Sometimes everything lines up for a shot and sometimes it’s all but one part. Landscape photographers know what I’m talking about. The timing, the weather, the light, all that can be perfect and then you look towards the sky and it’s just plain boring.
With stills it’s relatively easy these days to take the gorgeous sky you captured the other day and replace the boring one using Photoshop. It can also be fairly easy in Premiere Pro.
The folks at Premiere Basics are back with a tutorial on how to do sky replacements in your next videos the easy way.
Start as always by dropping the clip you want to replace the sky on into your Premiere timeline.
Find the Color Key effect in the library and drop it onto your clip. Now, head to the controls and find the color picker and click somewhere in the sky of the video. This should give you a very rough selection of the sky.
Adjust the parameters of the key until you have selected the entire sky.
For blue skies, you might be better served by the Ultra Key Effect instead. If there are parts of the image that are selected which you don’t want then you can use a quick mask to fix that.
Now, you need to have a clip of the new sky you want to put on your clip. You can find stock video fairly easily for this.
The next step is matching your original shot to the look and feel of your new sky.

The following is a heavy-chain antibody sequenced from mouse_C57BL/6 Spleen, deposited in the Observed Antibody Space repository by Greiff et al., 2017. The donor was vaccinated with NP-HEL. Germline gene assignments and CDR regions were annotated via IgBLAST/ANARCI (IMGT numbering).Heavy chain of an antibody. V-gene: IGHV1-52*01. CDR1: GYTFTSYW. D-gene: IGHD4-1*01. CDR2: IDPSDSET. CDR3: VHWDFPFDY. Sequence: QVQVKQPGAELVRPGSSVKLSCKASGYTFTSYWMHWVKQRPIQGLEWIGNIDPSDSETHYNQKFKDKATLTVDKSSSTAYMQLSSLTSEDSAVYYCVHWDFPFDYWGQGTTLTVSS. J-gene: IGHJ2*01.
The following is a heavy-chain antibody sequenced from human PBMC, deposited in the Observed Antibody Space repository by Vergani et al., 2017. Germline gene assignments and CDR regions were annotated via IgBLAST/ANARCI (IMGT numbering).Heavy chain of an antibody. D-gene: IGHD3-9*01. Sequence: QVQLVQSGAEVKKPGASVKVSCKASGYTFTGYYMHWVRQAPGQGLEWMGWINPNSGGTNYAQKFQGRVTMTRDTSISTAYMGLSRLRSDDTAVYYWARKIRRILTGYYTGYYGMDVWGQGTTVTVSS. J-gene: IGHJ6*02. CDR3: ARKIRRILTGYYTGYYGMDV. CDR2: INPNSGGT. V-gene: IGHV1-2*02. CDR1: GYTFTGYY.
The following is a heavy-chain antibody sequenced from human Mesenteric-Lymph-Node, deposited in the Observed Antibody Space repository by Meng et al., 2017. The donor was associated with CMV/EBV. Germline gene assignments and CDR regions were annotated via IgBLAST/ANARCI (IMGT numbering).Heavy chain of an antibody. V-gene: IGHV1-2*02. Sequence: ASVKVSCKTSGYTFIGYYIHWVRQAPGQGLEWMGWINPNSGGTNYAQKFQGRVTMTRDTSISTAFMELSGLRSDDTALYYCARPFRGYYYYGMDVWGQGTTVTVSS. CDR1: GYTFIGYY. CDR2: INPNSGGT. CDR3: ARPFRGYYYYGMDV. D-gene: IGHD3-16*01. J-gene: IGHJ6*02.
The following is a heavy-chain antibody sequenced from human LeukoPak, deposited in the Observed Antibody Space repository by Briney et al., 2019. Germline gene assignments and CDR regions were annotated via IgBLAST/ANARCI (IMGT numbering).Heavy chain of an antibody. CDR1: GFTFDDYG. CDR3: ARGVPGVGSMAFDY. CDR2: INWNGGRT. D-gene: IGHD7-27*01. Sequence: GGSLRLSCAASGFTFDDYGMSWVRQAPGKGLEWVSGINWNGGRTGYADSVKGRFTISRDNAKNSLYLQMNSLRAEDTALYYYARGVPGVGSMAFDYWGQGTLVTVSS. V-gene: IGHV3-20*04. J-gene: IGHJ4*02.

In this example, he uses a night sky over a clip that was shot in daylight. To create a convincing day-for-night effect he takes out all the warmth using the temperature slider and decreases the saturation. Lower the exposure to look darker and perhaps add a bit more contrast.
To blend this specific clip even better we need to match the lightning strikes in the sky to flash on the house in the foreground.
You’ll want to start by playing through the clip and hitting M to place markers whenever there is lightning.
Now, place a Lumetri color grade on the clip and use keyframes whenever there is a lightning strike (your markers) to create a flash effect that increases and then decreases in brightness. Feel free to add rain effects to sell it even more.
It’s a nice effect that can be done entirely with Premiere’s built-in tools.
[source: Premiere Basics]
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